General Protections and Unlawful Discrimination: RailPro Services Pty Ltd v Flavel [2015] FCA 504

Published 9 June 2015

The Federal Court has found that it was “glaringly improbable” that an employer was aware that a locomotive driver was suffering from a psychological condition after being informed that he felt violently ill when required to undertake a competency test.

Mr Flavel commenced employment with RailPro Services Pty Ltd (RailPro) in April 2011 as a locomotive driver. Despite having almost 40 years of experience, Mr Flavel was not familiar with the South Australian tracks and routes that RailPro operated and was required, as part of his training, to drive trains under supervision. On 11 October 2011, shortly after 1am, the train that Mr Flavel was observing under the control of a qualified driver collided with another train. No one was injured; however the accident caused approximately $5 million damage.

An investigation found that Mr Flavel and the supervising driver were at fault for the collision. Despite the accident warranting the termination of both employees, they were issued with strong warnings and were required to be assessed for competency before being allowed to drive trains.

On 27 November 2011, Mr Flavel was required to demonstrate his competency in an assessment. Mr Flavel boarded the train and commenced to prepare to drive. He became extremely nervous and felt unwell. He set up his notes and diagram near the driver’s seat but was then told by the assessor that he was not permitted to use the notes. Mr Flavel then told the assessor that he was unwell and was unable to operate the train safely.

Upon arrival at RailPro offices, Mr Flavel explained that he had been feeling sick and could not operate the train. Mr Flavel’s employment was terminated that day for failure to fulfil the inherent requirements of his role. It was not until after the termination of his employment that it was found that Mr Flavel was suffering from post-traumatic stress disorder arising from the train accident.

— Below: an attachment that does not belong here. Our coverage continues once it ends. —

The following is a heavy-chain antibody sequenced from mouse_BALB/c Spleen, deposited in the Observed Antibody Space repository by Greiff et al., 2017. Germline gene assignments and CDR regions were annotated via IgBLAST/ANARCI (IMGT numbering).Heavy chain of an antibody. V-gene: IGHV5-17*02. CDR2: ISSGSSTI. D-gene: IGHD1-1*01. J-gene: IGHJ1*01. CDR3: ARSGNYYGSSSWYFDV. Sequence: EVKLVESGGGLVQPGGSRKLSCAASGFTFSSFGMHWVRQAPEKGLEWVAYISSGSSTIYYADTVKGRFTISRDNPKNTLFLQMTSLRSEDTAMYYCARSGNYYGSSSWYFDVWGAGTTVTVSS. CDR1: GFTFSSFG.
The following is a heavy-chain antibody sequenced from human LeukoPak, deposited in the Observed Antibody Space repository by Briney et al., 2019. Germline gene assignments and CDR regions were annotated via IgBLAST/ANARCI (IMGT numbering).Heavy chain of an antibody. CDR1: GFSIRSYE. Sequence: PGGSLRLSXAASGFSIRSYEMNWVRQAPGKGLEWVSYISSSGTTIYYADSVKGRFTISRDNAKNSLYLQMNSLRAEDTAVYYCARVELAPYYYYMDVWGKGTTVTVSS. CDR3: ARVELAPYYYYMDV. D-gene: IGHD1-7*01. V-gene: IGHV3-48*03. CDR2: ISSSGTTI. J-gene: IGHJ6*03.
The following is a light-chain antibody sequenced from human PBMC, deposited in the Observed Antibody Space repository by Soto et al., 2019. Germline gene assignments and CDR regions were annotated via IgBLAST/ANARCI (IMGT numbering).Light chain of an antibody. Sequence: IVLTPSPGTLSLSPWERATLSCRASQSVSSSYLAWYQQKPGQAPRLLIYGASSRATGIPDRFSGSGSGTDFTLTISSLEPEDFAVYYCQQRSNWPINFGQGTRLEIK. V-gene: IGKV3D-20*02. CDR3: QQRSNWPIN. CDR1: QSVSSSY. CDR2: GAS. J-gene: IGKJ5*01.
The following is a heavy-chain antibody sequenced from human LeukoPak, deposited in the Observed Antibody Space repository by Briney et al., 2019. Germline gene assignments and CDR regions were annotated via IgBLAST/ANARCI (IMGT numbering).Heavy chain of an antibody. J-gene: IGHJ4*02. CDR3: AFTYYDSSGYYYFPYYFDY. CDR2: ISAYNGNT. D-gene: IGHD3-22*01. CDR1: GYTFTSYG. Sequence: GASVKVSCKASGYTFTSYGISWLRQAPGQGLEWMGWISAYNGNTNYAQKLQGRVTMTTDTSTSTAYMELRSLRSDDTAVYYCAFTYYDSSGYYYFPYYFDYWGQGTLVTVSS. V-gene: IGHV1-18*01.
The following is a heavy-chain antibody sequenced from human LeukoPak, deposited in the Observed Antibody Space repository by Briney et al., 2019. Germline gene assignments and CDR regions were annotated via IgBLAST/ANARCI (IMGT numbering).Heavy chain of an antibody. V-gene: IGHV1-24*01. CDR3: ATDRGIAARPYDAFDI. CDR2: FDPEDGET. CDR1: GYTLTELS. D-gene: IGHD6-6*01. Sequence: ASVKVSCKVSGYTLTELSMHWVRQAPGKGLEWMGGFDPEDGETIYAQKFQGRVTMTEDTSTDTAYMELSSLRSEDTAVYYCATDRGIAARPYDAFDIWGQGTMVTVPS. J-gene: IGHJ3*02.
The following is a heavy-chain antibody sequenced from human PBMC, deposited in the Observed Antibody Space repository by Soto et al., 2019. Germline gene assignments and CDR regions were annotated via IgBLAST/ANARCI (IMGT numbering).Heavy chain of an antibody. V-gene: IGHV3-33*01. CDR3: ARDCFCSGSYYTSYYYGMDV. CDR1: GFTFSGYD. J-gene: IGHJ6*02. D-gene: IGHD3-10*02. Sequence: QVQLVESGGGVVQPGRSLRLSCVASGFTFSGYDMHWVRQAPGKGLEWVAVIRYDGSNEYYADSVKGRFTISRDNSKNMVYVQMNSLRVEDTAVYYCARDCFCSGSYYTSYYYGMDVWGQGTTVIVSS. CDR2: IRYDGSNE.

Mr Flavel commenced proceedings in the Federal Circuit Court claiming that RailPro had taken adverse action against him on the basis of his disability and his exercise of a workplace right to take reasonable care to protect his health and safety at work.

At first instance, the judge found that despite the fact that Mr Flavel’s post-traumatic stress disorder had not been diagnosed at the date of termination, RailPro was aware that Mr Flavel had a physical or psychological condition as he had stated that he felt violently ill. Terminating Mr Flavel’s employment was therefore adverse action due to the exercise of his workplace right to protect his health and amounted to disability discrimination in contravention of the Disability Discrimination Act 1992 (Cth).

The Court ordered RailPro to pay damages of $70,000 for economic loss, $25,000 for distress, hurt and humiliation and a $5,000 penalty to Mr Flavel.

Rail Corp then appealed the decision to the Federal Court.


The Federal Court found that it was “glaringly improbable” that RailPro was aware of Mr Flavel’s physical or psychological condition at the time of termination. The judge stated that it should have been found that:

“in the absence of knowledge of a disability and, more particularly that Mr Flavel’s behaviour at his assessment was a symptom of disability, the decision makers could not be found to have dismissed Mr Flavel because of his disability.”

In relation to the exercise of Mr Flavel’s workplace right, the judge found:

“the finding that he was dismissed because he had exercised a workplace right, being his responsibility… to take reasonable care to protect his health and safety at work and that of others, does not rest on whether he had a disability or on whether the decision makers considered that he had a disability.”

The Federal Court upheld the primary judge’s finding that Mr Flavel had been dismissed because he exercised a workplace right. However, the Court found that the primary judge had calculated Mr Flavel’s economic loss incorrectly as there was a failure to take into account the date on which Mr Flavel would be able to return to work and the fact that he had received workers compensation payments. The Federal Court also substituted an amount of $7,500 for distress, hurt and humiliation, setting aside the primary judge’s award of $25,000.

The Federal Court sent the matter back to the Federal Circuit Court for determination of compensation.

Read the full decision here